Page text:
The strong relationship between professors and students is one of the most distinctive aspects of the College and the liberal arts philosophy in general. Accordingly, the first-year academic advising system should reflect the College’s commitment to cultivating student-faculty relationships. There is substantial room for improvement within that system, however, and we applaud the initiative shown by the faculty in their decision to turn a critical eye towards this program and address aspects of it that are not up to our community’s standards.
Their decision to eliminate academic holds for first-years in the fall while assigning advisors in May to facilitate earlier contact between advisors and advisees is a welcome step towards improving this relationship.
Academic holds during First Days have long been considered a nuisance by students and faculty alike, and this change will hopefully ease and equalize the process of choosing classes for first-years. Earlier communication may allow first-years to be more prepared and can facilitate a more rewarding and less stressful first meeting between advisors and advisees. However, though communication may improve, these changes do not entirely address the central, underlying problem with advising: Some professors are simply not inclined to engage their advisees and provide the substantial resources necessary to enable students to make informed academic choices.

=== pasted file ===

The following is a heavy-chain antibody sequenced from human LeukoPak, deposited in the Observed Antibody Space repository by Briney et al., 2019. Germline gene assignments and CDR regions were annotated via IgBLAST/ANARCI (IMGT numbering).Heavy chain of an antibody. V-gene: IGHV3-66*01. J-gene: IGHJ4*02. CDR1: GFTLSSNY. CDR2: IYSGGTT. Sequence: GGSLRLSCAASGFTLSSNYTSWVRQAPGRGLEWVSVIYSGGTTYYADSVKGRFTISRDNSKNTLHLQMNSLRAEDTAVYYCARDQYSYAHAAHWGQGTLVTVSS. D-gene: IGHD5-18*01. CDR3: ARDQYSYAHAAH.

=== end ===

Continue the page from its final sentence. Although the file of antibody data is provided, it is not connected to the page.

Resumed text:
While we appreciate that the faculty has implemented these first changes to the system, they should be considered a small step on a long road to improvement. Ultimately, an effective first-year advising program must evolve from a faculty culture that prioritizes first-year advising and views it as an opportunity to help students flourish rather than a nuisance written into their contracts.
This will be no easy task, nor can it be achieved immediately. Nevertheless, the faculty can enact more concrete measures that will chisel away at the negative reputation of the first-year advising system. One approach to improving the advising system would be to hold professors accountable for providing quality advising through a feedback system similar to tHe end-of-semester course evaluations. In devising such a system, the faculty should think past any possible concerns with anonymity, perhaps implementing a system in which student feedback about advisors is read by peer faculty rather than the advisors themselves. If there are evident weaknesses with certain faculty members as advisors, then these issues could be addressed individually.
We pride ourselves on the quality of faculty-student relationships here at the College. Continuing to investigate advising will show that we mean it.